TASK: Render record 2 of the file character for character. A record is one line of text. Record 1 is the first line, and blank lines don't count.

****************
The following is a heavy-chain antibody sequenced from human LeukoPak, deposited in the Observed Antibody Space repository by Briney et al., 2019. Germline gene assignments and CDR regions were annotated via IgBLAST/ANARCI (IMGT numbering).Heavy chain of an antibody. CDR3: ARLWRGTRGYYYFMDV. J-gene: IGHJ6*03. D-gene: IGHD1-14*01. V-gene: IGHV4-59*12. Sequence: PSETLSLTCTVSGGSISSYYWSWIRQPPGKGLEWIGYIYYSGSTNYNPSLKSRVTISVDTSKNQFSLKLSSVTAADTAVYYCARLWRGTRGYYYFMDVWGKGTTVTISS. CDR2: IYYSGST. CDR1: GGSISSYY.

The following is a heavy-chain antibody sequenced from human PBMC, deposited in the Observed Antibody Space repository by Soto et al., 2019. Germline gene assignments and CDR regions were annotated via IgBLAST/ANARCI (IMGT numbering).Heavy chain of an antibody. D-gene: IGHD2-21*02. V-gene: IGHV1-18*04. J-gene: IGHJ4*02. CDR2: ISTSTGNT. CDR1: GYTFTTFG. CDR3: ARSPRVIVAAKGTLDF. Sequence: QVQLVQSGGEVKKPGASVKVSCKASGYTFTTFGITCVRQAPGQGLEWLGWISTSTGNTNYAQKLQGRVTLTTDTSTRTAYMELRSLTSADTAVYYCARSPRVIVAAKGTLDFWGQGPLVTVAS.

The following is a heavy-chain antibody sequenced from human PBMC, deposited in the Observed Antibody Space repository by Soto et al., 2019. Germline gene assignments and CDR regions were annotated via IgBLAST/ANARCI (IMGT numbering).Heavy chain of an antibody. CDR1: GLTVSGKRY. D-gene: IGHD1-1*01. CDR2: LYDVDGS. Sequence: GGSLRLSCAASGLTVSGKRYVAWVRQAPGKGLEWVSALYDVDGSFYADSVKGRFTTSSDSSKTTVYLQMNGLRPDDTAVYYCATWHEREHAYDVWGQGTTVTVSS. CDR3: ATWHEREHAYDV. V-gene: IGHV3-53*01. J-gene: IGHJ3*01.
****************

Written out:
The following is a heavy-chain antibody sequenced from human PBMC, deposited in the Observed Antibody Space repository by Soto et al., 2019. Germline gene assignments and CDR regions were annotated via IgBLAST/ANARCI (IMGT numbering).Heavy chain of an antibody. D-gene: IGHD2-21*02. V-gene: IGHV1-18*04. J-gene: IGHJ4*02. CDR2: ISTSTGNT. CDR1: GYTFTTFG. CDR3: ARSPRVIVAAKGTLDF. Sequence: QVQLVQSGGEVKKPGASVKVSCKASGYTFTTFGITCVRQAPGQGLEWLGWISTSTGNTNYAQKLQGRVTLTTDTSTRTAYMELRSLTSADTAVYYCARSPRVIVAAKGTLDFWGQGPLVTVAS.